Figure 3.2 illustrates the life cycle of a typical project. As previously mentioned, a unique feature of ERATO is that all projects are time-limited and are automatically finished and dispersed without exception after five years. This policy prevents funded projects from becoming "entrenched bureaucracies," so common to other Japanese research programs. It also fosters considerable personnel mobility and invigorates the system by creating the resources to start three or four new projects every year.

chart of project life cycle
Fig. 3.2. Life cycle of an ERATO project.

However, the fixed project lifetime sometimes results in research and personnel discontinuities. For example, up to a year may be needed to obtain the equipment, facilities, and personnel to actually begin the research project. The typical method of obtaining equipment ensures a long waiting time; i.e., it is roughly sketched out by the researchers and then contracted out to industry to design and construct. Likewise, by the time the project enters its fifth year, the independent researchers are concentrating on closing down the project, publishing papers, and finding suitable employment elsewhere. This leaves about three years for the researchers to do most of the research, adequate time for most research projects but not all. Sometimes a discovery in the third or fourth year will open up an exciting new research direction, which then cannot be pursued.

Several ERATO project directors this panel interviewed were critical of the "five-year rule" and suggested that ERATO should be more flexible. One suggested that ERATO should not start the clock until the research laboratories are fully operational. While the JTEC panelists understand these views, they believe that there are more disadvantages than benefits to changing the current policy.

For one thing, all project directors and staff are made aware of the "five-year rule" early enough to incorporate it into their project, research, and career planning. If the project life cycle were more flexible, project directors would likely find all sorts of reasons for continuing projects, and perhaps would even engage in political lobbying in an effort to win project extensions. Furthermore, having a standard life cycle provides the ERATO program with a regular source of funds with which to start new projects.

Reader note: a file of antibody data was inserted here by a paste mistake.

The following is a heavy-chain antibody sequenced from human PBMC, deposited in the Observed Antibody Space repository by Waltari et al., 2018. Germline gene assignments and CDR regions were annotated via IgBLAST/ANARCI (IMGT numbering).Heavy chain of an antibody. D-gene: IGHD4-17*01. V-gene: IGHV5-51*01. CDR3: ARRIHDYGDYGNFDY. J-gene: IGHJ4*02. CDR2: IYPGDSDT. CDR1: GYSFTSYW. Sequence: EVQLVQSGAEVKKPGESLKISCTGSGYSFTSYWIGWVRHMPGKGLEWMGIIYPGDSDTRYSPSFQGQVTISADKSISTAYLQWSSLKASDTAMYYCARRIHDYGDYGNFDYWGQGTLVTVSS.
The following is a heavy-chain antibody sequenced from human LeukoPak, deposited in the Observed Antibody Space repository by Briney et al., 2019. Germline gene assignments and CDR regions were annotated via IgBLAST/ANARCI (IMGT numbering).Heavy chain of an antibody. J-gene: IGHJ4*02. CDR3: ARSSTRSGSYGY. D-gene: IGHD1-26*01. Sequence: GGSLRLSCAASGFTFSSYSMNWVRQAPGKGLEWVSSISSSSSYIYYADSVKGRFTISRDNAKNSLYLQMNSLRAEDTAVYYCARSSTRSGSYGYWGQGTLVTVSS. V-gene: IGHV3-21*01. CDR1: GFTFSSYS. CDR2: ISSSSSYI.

As previously mentioned, JRDC has no facilities of its own; thus, research is carried out in rented laboratories, sometimes at several scattered locations. The flexibility may make ending a project easier, but then research equipment, much of it expensive and state-of-the-art, may remain. At the project's end, JRDC retains title to all equipment and dispenses it in a common-sense way. In some cases, equipment is transferred to other ongoing ERATO projects or stored for future use. Sometimes it is left with the former ERATO researchers who may be continuing the same line of research at their home institutions.

The use of independent researchers also may be problematic. Since they quit whatever jobs they had when they joined an ERATO project, they must find employment again when their projects end. In the past, most researchers have found other suitable positions relatively easily, many at universities (mostly at the assistant professor level). This ability to find positions reflected both the high quality of the ERATO researchers themselves and the reputations they built as a result of their participation in the program. However, with the recent spiraling down of Japan's economy, an increasing number of researchers are encountering difficulties in locating positions. Others who have recently joined ERATO projects are quite worried about the prospective job environment. Consistent with Japan's culture, the project director bears a heavy burden in seeing to it that his researchers are well placed.

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Published: September 1996; WTEC Hyper-Librarian